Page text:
Weed control is important no matter what part of your land you’re working on. Spare time for digging up weeds is always limited, so focusing on weeds that are harmful to livestock or impact crop productivity is important. Here are a few weeds to be on the lookout for on your working lands.
Tansy ragwort (Senecio jacobaea) is a noxious weed that poses a serious threat to horses, cattle, and other grazing animals. Every part of the plant contains poisonous alkaloids that cause irreversible liver damage to livestock (and humans) when consumed.
Luckily, tansy ragwort is not difficult to identify once you get to know it. Tansy has bright yellow flowers arranged in flat-topped clusters. Its flowers begin blooming in July and last all the way through the summer.
Tansy ragwort is often confused with another plant also called tansy, common tansy (Tanacetum vulgare). Common tansy is a closely related weed, but it is not dangerous to livestock. Examining their flowers helps differentiate these plants. Common tansy’s flowers are button-like and never open, whereas tansy ragwort’s flowers have individual ray-like petals.
Tansy ragwort is tricky to control because each plant can produce up to 150,000 seeds annually. Most seeds fall within 30 feet of the plant, but some can move far and wide aided by wind, animals, or mowers. If you see tansy in the neighborhood, make sure your neighbors are aware of the problems associated with this weed and stress the importance of control.
Small patches can be hand pulled while wearing gloves. Spring is the best time to manually remove it. Mowing is not recommended since it will stimulate more growth. Don’t leave removed plants in pastures. Wilted tansy and tansy that is dried and baled in hay are equally as dangerous. Once tansy is dried and baled, livestock have a hard time distinguishing what to eat and are unable to avoid eating the tansy. The safest way to dispose of tansy ragwort is to put the dead plants into large trash bags and put them out with your regular trash.
The good news is that there are several biological control insects already in Oregon that help keep large infestation in check. The ragwort flea beetle (Longitarsus jacobaea), ragwort seed fly (Botanophila seneciella), and cinnabar moth (Tyria jacobeae) feed on tansy. Like other biological controls, these insects go through boom-and-bust cycles where their population (and ability to control tansy) will fluctuate greatly from year to year.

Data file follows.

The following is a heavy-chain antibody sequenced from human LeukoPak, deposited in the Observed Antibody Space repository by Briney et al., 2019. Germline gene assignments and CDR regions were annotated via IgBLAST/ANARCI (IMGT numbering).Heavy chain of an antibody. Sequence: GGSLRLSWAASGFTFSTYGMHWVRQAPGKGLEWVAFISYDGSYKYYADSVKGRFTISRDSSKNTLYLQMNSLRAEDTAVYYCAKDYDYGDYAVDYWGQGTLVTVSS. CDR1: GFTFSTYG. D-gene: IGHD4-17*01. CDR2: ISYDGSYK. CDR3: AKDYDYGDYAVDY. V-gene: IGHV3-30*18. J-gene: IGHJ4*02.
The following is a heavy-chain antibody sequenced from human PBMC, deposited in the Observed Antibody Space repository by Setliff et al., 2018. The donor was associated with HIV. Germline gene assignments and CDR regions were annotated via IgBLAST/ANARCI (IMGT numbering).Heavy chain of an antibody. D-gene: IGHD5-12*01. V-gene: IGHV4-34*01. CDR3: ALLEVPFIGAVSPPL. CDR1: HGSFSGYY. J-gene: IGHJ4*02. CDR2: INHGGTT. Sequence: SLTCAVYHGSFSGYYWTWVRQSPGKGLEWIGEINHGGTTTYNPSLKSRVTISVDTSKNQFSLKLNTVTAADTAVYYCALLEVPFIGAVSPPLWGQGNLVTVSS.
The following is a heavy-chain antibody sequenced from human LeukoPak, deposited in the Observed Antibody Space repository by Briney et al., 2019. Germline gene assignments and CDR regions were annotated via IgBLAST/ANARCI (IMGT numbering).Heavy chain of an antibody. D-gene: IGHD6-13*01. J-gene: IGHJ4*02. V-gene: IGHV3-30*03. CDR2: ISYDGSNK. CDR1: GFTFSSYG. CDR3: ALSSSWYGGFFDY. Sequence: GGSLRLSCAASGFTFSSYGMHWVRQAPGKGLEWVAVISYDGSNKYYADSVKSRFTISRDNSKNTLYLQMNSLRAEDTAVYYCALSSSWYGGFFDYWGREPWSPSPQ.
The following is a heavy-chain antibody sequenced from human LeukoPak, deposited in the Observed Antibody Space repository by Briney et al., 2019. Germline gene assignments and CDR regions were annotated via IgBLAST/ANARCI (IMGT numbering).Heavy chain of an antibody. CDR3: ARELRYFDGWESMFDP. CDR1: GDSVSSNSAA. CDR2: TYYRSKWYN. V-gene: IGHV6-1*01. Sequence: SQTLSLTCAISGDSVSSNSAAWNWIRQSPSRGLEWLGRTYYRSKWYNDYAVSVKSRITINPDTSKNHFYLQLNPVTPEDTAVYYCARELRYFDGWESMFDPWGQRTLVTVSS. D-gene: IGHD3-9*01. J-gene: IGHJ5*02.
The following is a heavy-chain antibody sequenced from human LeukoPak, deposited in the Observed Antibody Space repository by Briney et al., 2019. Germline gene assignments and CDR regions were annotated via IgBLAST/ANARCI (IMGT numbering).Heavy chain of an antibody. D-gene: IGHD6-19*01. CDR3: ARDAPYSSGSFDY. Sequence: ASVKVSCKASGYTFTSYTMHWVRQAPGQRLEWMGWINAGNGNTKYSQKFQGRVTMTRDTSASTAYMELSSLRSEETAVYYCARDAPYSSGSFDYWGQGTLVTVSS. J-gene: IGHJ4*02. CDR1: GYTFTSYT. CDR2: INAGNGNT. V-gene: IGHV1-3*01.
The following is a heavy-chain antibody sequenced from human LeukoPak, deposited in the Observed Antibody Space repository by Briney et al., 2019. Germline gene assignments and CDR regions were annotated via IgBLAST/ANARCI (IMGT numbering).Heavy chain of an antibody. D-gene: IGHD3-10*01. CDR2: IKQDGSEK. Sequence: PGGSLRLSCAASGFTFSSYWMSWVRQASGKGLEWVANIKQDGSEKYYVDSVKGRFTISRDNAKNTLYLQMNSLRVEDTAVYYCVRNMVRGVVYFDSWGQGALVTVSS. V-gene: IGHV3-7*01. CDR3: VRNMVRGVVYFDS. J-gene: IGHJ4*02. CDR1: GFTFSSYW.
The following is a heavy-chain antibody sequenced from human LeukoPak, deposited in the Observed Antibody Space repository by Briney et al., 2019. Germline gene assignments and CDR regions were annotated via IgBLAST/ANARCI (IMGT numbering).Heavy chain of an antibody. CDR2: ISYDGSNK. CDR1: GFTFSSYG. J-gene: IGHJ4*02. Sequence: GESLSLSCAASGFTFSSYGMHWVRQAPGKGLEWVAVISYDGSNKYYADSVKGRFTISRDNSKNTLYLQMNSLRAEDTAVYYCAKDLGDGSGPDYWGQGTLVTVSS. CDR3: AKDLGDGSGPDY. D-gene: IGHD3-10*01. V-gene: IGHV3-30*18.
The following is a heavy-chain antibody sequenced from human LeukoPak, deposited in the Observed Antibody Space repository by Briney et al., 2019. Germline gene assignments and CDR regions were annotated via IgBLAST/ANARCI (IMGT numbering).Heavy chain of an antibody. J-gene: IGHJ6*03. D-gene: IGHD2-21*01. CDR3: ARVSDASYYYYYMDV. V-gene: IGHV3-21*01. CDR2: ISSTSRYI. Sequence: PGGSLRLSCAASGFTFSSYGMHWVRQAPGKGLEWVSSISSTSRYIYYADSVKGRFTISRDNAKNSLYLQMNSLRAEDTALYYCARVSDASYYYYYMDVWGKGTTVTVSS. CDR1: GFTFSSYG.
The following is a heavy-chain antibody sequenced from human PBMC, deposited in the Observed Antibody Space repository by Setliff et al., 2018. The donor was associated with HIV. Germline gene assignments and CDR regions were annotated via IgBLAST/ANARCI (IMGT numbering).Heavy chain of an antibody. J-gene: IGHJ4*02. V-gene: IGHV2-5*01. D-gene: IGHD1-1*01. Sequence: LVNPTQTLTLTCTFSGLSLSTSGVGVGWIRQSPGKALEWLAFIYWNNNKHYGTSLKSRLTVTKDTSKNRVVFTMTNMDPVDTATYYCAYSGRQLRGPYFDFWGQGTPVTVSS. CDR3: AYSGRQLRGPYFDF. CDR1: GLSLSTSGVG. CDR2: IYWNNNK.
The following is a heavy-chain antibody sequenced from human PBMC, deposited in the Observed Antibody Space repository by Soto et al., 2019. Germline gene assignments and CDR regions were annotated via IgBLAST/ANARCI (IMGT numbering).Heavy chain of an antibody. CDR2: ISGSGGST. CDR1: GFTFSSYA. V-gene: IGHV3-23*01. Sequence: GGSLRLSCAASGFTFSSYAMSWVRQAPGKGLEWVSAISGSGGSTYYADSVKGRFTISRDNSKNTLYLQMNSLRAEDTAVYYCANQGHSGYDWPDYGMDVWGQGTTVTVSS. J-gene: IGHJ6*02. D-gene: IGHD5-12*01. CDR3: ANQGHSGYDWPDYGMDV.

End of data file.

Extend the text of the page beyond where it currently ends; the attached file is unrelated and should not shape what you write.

Depending on the size of the infestation and your situation, herbicides can offer immediate control. Remember to read and follow the label and wear proper protective equipment when applying herbicides. Its best to consult a weed treatment professional when considering this option.
Effective control of tansy ragwort may take several years, but it is well worth the trouble compared to vet bills or the loss of a family horse or show animal.
Creeping Thistle & Bull Thistle
Thistles are a prickly problem on agricultural lands across all 50 states. They are notorious for draining nutrients from soil, which damages pasture and crop productivity. They also soak up large amounts of water, which makes soil dry and increases the potential for erosion.
Thistles tend to spread quickly too. They attribute their success to the variety of ways their seeds disperse. Using wind, human, and animal traffic, thistle seeds can travel miles from the original source. Once thistle is in the neighborhood, you’ll likely see it on your land.
Two of the peskier thistles in Washington County are creeping thistle (Cirisium arvense) and bull thistle (Cirisium vulgare). Both plants look similar, growing to around five or six feet tall with intimidating, spiked leaves. They produce purple flowers around the middle of summer. Towards the end of summer, these flowers become seed producing machines. Individual plants can produce upwards of 1,000 seeds annually.
Preventing seeds from spreading is key to dealing with thistles. One of the best ways to do this is with routine mowing. While this may not eradicate the plant, it will prevent them from going to seed, preventing further spread.
Ideally, thistles should be fully removed to stop them from regrowing. Digging or hand-pulling plants in the spring before they produce seeds will provide effectively control. Be sure to remove the entire plant and its roots, especially paying attention to creeping thistle’s large taproot.
You may need to apply herbicides to help control an infestation. Its best to consult a weed treatment professional when considering this option.
Field bindweed (Convolulus arvensis) is one of the most common agricultural weeds in the Pacific Northwest and one of the most difficult to control. Sometimes called morning glory or creeping Jenny, it has a deep root system that competes with crops for water and nutrients. Its vines climb on crops and smothers them. Like many other agricultural weeds, field bindweed produces lots of long-lasting seeds – seeds can remain viable in soil for up to 20 years!
Since seeds survive in the soil for decades, total eradication is not a realistic short-term goal. However, with diligence you can control field bindweed by incorporating multiple treatment strategies. Using a combination of cultural (introducing competitive grasses), mechanical (consistent tilling, mowing, and hand-pulling), and chemical (applying herbicides) controls will help manage a field bindweed infestation.
Consult Tualatin SWCD for Help
Weeds on your working lands can be difficult to manage, but there are resources out there to help! Tualatin SWCD has a long history of working with farmers and ranchers to help manage agricultural weeds. Browse our Weed & Pest Directory to see control recommendations and identify other weeds on your property. If you’d like specific help or tips, let us know!